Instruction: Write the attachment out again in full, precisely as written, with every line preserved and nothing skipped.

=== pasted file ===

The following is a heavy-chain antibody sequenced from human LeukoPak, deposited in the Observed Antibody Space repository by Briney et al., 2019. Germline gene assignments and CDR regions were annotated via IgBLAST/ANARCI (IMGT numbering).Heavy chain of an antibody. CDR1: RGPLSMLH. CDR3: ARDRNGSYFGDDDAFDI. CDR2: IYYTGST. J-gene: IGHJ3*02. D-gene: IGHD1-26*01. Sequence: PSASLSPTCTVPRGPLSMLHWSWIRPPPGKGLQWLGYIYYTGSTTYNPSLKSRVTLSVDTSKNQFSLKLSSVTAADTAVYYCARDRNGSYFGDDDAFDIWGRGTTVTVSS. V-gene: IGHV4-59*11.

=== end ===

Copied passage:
The following is a heavy-chain antibody sequenced from human LeukoPak, deposited in the Observed Antibody Space repository by Briney et al., 2019. Germline gene assignments and CDR regions were annotated via IgBLAST/ANARCI (IMGT numbering).Heavy chain of an antibody. CDR1: RGPLSMLH. CDR3: ARDRNGSYFGDDDAFDI. CDR2: IYYTGST. J-gene: IGHJ3*02. D-gene: IGHD1-26*01. Sequence: PSASLSPTCTVPRGPLSMLHWSWIRPPPGKGLQWLGYIYYTGSTTYNPSLKSRVTLSVDTSKNQFSLKLSSVTAADTAVYYCARDRNGSYFGDDDAFDIWGRGTTVTVSS. V-gene: IGHV4-59*11.